Wayne

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What do you consider "real cold" in this context? -40F or 20F?
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Chris Lewis, Una confibula non set est
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about 20F they take a while to warm up!
Wayne

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Darn. Here I was thinking you'd found a brand of CF that worked when it was really cold. Starting about now, we consider 20F to be a heat wave ;-)

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Chris Lewis, Una confibula non set est
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In my limited experience. Phillips bulbs blow more easily, and GE are sturdier.
Also can try "rough service" bulbs avail at the auto parts stores. Sold for guys working under your truck with a lamp cord.
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Christopher A. Young
Jesus: The Reason for the Season
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The garage light should have taken care of the usual problems. I use regular 40W (rather then the 60W the fixture is rated for) in my Genie and with two openers total of 4 lamps, I replace about one per year.
I wonder if there could be some other problem. A floating neutral? Higher than rated voltage? Moisture? Bad contacts? Do you have just one lamp? If you have two is it always the same one burning out? Do they seem to go out more often in the winter than the summer?
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Joseph E. Meehan

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Hi, Thanks for the help. The opener uses two bulbs and doesn't seem to matter what time of year and both go (although not at the same time). I might try a rough service bulb or a remote lamp as described in an earlier post.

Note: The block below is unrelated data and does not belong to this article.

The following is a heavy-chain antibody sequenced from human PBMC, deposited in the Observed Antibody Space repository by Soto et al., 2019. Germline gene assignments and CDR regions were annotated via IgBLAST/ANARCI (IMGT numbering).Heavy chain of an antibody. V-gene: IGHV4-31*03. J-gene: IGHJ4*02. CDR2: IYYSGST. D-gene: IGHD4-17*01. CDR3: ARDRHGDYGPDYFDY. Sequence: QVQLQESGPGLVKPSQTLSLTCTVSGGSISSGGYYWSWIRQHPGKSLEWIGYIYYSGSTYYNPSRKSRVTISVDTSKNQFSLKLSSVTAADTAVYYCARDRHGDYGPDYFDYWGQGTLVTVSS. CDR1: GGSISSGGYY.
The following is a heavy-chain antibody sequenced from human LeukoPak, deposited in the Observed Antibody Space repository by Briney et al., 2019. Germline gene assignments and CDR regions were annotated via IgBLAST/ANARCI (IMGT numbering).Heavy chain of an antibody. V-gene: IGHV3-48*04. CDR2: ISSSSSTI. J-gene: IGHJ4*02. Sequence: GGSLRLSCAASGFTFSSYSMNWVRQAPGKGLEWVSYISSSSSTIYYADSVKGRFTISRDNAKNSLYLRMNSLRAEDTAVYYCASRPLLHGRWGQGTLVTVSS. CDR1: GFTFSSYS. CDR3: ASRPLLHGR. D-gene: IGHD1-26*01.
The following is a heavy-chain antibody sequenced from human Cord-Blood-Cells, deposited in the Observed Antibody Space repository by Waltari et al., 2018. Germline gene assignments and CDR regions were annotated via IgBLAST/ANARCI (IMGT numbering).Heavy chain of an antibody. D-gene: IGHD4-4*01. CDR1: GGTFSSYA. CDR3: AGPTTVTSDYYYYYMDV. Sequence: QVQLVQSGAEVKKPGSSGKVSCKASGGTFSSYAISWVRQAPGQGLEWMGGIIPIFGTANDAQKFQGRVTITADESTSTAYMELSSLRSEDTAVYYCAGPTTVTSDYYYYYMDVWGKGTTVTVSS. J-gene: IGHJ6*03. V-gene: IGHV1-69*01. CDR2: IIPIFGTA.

On Fri, 19 Dec 2003 13:59:46 GMT, "Joseph Meehan"

The Wobulator
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Try a rough surface light bulb.
Tom.

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That Might Work better. I was looking for rough service bulbs for my trouble light and a hardware sold me a garage door opener bulb, Said it "was the same thing" I bumped the trouble light "ever so gently" POOF it was gone!!
Thanks, Tony D.
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On Fri, 19 Dec 2003 13:14:13 GMT, The Wobulator

I put a "rough usage" bulb in mine and have only replaced it once in several years.
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I had the same sort of problem. I replaced my bulb socket with a rubber one. I did it because I thought either the old socket was banging against the case of the opener, or I had bad contacts in the old socket. Either way, with the new socket I no longer have the problem. Warning, the new socket did not fit correctly, so I left the lens off and let the rubber socket float in the opening.
Dave
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Can you improve the mount on the opener? I use plain bulbs and they last for many years. I put the Stanley opener in about 15 years ago and recall changing the bulbs once in that time.
The idea of a remote mounted light is a good one also. Ed